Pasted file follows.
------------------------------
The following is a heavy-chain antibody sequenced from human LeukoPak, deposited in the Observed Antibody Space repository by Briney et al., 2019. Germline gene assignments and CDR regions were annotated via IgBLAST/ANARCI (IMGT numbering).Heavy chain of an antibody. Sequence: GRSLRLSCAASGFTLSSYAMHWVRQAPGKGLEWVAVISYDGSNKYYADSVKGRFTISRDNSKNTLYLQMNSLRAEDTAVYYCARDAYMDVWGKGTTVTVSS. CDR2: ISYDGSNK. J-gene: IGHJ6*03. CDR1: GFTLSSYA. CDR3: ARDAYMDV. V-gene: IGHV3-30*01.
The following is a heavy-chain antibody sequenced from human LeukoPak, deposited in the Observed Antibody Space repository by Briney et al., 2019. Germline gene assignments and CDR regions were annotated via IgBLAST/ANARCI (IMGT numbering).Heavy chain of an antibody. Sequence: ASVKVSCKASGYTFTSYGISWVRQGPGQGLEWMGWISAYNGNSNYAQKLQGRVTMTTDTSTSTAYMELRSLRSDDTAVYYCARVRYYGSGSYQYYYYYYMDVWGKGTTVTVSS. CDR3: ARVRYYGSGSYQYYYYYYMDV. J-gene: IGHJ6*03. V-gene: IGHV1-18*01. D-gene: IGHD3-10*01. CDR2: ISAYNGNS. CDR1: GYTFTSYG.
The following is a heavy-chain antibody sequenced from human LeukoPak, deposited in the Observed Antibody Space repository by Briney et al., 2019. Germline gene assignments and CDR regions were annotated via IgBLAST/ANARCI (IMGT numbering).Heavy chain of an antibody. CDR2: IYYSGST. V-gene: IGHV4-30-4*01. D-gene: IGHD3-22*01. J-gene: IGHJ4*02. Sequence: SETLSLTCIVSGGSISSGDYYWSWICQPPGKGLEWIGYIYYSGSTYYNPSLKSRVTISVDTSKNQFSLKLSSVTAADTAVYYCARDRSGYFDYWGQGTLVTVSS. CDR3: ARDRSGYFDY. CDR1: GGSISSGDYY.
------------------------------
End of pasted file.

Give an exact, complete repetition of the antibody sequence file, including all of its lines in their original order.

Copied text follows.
The following is a heavy-chain antibody sequenced from human LeukoPak, deposited in the Observed Antibody Space repository by Briney et al., 2019. Germline gene assignments and CDR regions were annotated via IgBLAST/ANARCI (IMGT numbering).Heavy chain of an antibody. Sequence: GRSLRLSCAASGFTLSSYAMHWVRQAPGKGLEWVAVISYDGSNKYYADSVKGRFTISRDNSKNTLYLQMNSLRAEDTAVYYCARDAYMDVWGKGTTVTVSS. CDR2: ISYDGSNK. J-gene: IGHJ6*03. CDR1: GFTLSSYA. CDR3: ARDAYMDV. V-gene: IGHV3-30*01.
The following is a heavy-chain antibody sequenced from human LeukoPak, deposited in the Observed Antibody Space repository by Briney et al., 2019. Germline gene assignments and CDR regions were annotated via IgBLAST/ANARCI (IMGT numbering).Heavy chain of an antibody. Sequence: ASVKVSCKASGYTFTSYGISWVRQGPGQGLEWMGWISAYNGNSNYAQKLQGRVTMTTDTSTSTAYMELRSLRSDDTAVYYCARVRYYGSGSYQYYYYYYMDVWGKGTTVTVSS. CDR3: ARVRYYGSGSYQYYYYYYMDV. J-gene: IGHJ6*03. V-gene: IGHV1-18*01. D-gene: IGHD3-10*01. CDR2: ISAYNGNS. CDR1: GYTFTSYG.
The following is a heavy-chain antibody sequenced from human LeukoPak, deposited in the Observed Antibody Space repository by Briney et al., 2019. Germline gene assignments and CDR regions were annotated via IgBLAST/ANARCI (IMGT numbering).Heavy chain of an antibody. CDR2: IYYSGST. V-gene: IGHV4-30-4*01. D-gene: IGHD3-22*01. J-gene: IGHJ4*02. Sequence: SETLSLTCIVSGGSISSGDYYWSWICQPPGKGLEWIGYIYYSGSTYYNPSLKSRVTISVDTSKNQFSLKLSSVTAADTAVYYCARDRSGYFDYWGQGTLVTVSS. CDR3: ARDRSGYFDY. CDR1: GGSISSGDYY.